Turnagain Pass RSS

Archives
ARCHIVED - Forecasts expire after 24 hours.
Issued
Fri, December 22nd, 2023 - 7:00AM
Expires
Sat, December 23rd, 2023 - 7:00AM
Forecaster
John Sykes
Avalanche risk The Bottom Line

The avalanche danger will start out MODERATE and rise to CONSIDERABLE above 2500′, depending on the timing of the incoming storm system. Increasing winds throughout the day will form wind slabs 1-2′ deep at upper elevations in exposed terrain. If you see active wind transport or observe wind slabs forming that is a sign that the danger is increasing and natural and human triggered avalanches are becoming more likely.

Below 2500′ the avalanche danger is MODERATE. Wind slabs are possible later in the day at the upper end of this elevation band. A layer of weak snow buried 3-5′ deep also exists which is unlikely to trigger but could cause a very large avalanche.

Summit Lake: In areas with a thinner overall snow depth, like Summit Lake, the potential to trigger a deeper avalanche on a buried weak layer is higher. Based on avalanche activity in the past week it seems like the Summit Lake area snowpack is significantly weaker compared to Turnagain Pass.

Fri, December 22nd, 2023
Alpine
Above 2,500'
3 - Considerable
Avalanche risk
Treeline
1,000'-2,500'
2 - Moderate
Avalanche risk
Below Treeline
Below 1,000'
2 - Moderate
Avalanche risk
Sat, December 23rd, 2023
Alpine
Above 2,500'
4 - High
Avalanche risk
Treeline
1,000'-2,500'
4 - High
Avalanche risk
Below Treeline
Below 1,000'
4 - High
Avalanche risk
Sat, December 23rd, 2023
Alpine
Above 2,500'
4 - High
Avalanche risk
Treeline
1,000'-2,500'
4 - High
Avalanche risk
Below Treeline
Below 1,000'
4 - High
Avalanche risk
0 - No Rating
1 - Low
2 - Moderate
3 - Considerable
4 - High
5 - Extreme
Avalanche risk Avalanche risk Avalanche risk Avalanche risk Avalanche risk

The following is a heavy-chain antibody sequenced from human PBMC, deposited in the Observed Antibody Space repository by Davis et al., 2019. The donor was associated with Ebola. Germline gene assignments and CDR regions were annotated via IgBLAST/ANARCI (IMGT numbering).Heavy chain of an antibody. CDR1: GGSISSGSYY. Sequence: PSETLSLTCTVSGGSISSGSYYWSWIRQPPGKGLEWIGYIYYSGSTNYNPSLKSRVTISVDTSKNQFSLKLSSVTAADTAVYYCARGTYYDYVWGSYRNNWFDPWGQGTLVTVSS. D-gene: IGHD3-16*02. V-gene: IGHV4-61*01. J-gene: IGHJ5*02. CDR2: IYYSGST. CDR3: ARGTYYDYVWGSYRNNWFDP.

Travel Advice Generally safe avalanche conditions. Watch for unstable snow on isolated terrain features. Heightened avalanche conditions on specific terrain features. Evaluate snow and terrain carefully; identify features of concern. Dangerous avalanche conditions. Careful snowpack evaluation, cautious route-finding, and conservative decision-making essential. Very dangerous avalanche conditions. Travel in avalanche terrain not recommended. Extraordinarily dangerous avalanche conditions. Avoid all avalanche terrain.
Likelihood of Avalanches Natural and human-triggered avalanches unlikely. Natural avalanches unlikely; human-triggered avalanches possible. Natural avalanches possible; human-triggered avalanches likely. Natural avalanches likely; human-triggered avalanches very likely. Natural and human-triggered avalanches certain.
Avalanche Size and Distribution Small avalanches in isolated areas or extreme terrain. Small avalanches in specific areas; or large avalanches in isolated areas. Small avalanches in many areas; or large avalanches in specific areas; or very large avalanches in isolated areas. Large avalanches in many areas; or very large avalanches in specific areas. Very large avalanches in many areas.
Recent Avalanches

The majority of avalanche activity observed within the forecast area over the past several days of clear weather have been dry loose avalanches releasing in very steep terrain or small storm slabs releasing at the interface with the old snow surface. However, there are some notable outliers on the periphery of the forecast area in the upper elevations of Girdwood Valley (see ob here). The largest of these outlier avalanches released at high elevation around ~5,000′ on NW aspects (see problem 2 for more information).

Small storm slab and dry loose avalanche activity in very steep terrain in Seattle Creek area. Photo 12.21.23

Massive avalanche crown in the Upper Milk Glacier area near Crow Pass. Possibly due to a layer of facets deep in the snowpack from early season storms at upper elevations. Photo George Creighton 12.21.23

Avalanche Problem 1